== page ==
Brown lives on East 12th Street, a block west of Tracy High School, and is fed up with parents and students racing through his neighborhood, blocking his neighbors’ driveways, throwing litter on his lawn and verbally abusing residents who just want some peace on their streets.
“I’ve probably been hit five or six times now. It’s all during school hours. The streets are fairly narrow, there’s lots of traffic and it’s very difficult for people to get by them,” Brown said at the regular meeting of the City Council on Tuesday, Jan. 21.
A group of neighbors on the 200 blocks of East 12th and Berverdor Avenue took their grievance to the council, asking for the city to establish a permit parking area on their streets.
“It is a daily struggle,” a 12th Street resident named Melissa said. “If we go out there and ask them to move, we are called every name in the book.”
Melissa, who would not give her last name, said the daily disruption was made worse by litter from uncaring Tracy students and parents.
“Saturday mornings, we have everything you can imagine on our lawns, on our streets. From condoms to pizza boxes to hot dog wrappers. Everything,” she said.
City engineer Kuldeep Sharma told the council the city has tried to work with Tracy Unified School District to alleviate the concerns of the 34 residents on both streets. In 2008, Sharma said, the city painted red zones on both sides of every driveway to prevent residents from getting blocked into their own homes.
“After completion of these initial remedial measures, there have been some improvements,” Sharma said. “However, the residents are still inconvenienced.”
The city engineer said the city received a letter from TUSD Superintendent Dr. James Franco, dated Oct. 29, objecting to the proposal to make 12th and Berverdor permit parking zones.
“There’s no one in this community that deserves our respect more than Jim Franco, but I disagree with him on this issue,” Mayor Pro Tem Michael Maciel said. “I would have loved to have seen the school be more proactive about this. I think they have allowed their problem to become the community’s problem.”
TUSD spokesman Joel Danoy released a written statement Thursday, reiterating the work the district had already done with the city on the problems in the neighborhoods.
“Now that the City Council has adopted a plan,” Danoy wrote, “the district wants to work with students and the city to resolve this long-term issue.”
Maciel was not the only member of the City Council who expressed frustration with TUSD’s inability to mitigate the concerns of the residents.
“I’m a little disappointed in the school district that they allowed things to get this far,” Councilman Charles Manne said. “Unfortunately, it’s now on our table to fix and address an issue that the school district didn’t.”
Councilwoman Nancy Young supported establishing the permit parking zone but added her doubts that any ordinance would solve the residents’ problems.
“You’re going to still have people that are driving down those streets every day. You’re going to still have people that are dropping off their students,” Young said. “A parking ordinance is not going to take away the litter on the streets. Some people are just going to be rude. Some people are just going to be mean.”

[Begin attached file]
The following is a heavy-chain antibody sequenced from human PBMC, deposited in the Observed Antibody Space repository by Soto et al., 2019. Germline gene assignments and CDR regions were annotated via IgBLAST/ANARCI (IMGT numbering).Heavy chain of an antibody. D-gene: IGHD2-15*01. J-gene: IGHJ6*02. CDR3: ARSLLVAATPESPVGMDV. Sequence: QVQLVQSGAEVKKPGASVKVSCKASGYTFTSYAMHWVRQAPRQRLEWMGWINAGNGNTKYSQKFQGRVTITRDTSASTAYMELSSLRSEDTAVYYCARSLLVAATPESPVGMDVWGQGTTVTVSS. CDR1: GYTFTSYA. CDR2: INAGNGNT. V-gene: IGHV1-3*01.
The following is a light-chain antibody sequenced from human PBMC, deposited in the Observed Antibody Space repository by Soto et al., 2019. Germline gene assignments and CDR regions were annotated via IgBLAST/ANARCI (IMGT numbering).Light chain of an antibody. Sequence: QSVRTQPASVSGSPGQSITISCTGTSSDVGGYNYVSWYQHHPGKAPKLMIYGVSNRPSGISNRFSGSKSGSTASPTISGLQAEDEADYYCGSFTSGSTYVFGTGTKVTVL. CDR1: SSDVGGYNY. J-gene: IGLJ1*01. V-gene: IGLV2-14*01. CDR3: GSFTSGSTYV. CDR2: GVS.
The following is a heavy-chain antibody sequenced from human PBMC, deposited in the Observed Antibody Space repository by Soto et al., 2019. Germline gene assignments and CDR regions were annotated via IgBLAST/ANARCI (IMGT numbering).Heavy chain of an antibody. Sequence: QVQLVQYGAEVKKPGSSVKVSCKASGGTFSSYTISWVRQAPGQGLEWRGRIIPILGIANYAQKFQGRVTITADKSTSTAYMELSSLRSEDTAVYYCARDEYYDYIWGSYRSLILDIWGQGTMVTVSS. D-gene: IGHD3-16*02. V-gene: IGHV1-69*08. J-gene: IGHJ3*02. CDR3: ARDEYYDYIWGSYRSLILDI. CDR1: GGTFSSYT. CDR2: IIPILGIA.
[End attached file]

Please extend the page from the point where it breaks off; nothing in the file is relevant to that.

Mayor Brent Ives proposed a different solution.
“I’m not for an ordinance here. What I am for is calling this a pilot project where the city pays for the signs. Where the city sets this up for a definitive amount of time,” Ives said.
The mayor suggested studying whether the permits worked through the end of the school year in June 2015.
At the end of the discussion, Manne moved to ask the city staff to draft an ordinance establishing a pilot program to address the parking concerns on the two streets and send to the council soon for approval. Councilman Robert Rickman seconded the motion, which was unanimously approved.
Sharma said installation of signs marking the permit parking zones could be installed three weeks after the council approved the final ordinance.
“The other thing this is going to do,” Ives said, “is put the school district on notice that we’re not going to just take it. We’re going to do something about it, and they need to come to the table and help us with this issue.”
Other council business
Ellis project amended
Just before the permit parking issue was taken up, the City Council got a report from the staff that Surland Communities LLC had amended its Ellis development, at the corner of Linne and Corral Hollow roads, and negated the need for city staff to research an override of a decision by the San Joaquin County Airport Land Use Commission.
The Ellis Specific Plan called for four to nine homes to be built per acre in the outer approach departure zone of the Tracy Municipal Airport. The land-use commission had found during its regular meeting Sept. 26 that the plan was inconsistent with the 2009 Airport Land Use Compatibility Plan, which includes a safety zone at the end of one of the airport runways that cuts across the southeast corner of the Ellis development.
The finding meant Surland could not build as many homes as planned.
Surland had asked the city to override the decision from the ALUC, which it has the power to do, and during the regular City Council meeting Oct. 15, the council asked the city staff to research an override and the implications.
City planner William Dean told the council Tuesday that Surland had amended the Ellis plan to remove the request for an override.
Amazon applies for more space
During the city manager’s report at the end of the meeting, Leon Churchill announced that developer Prologis had applied to expand the Amazon Fulfillment Center by 575,000 square feet. That space would increase the size of the 1 million square foot facility at 1555 N. Chrisman Road by more than half.
• Contact Michael Ellis Langley at 830-4231 or email@example.com.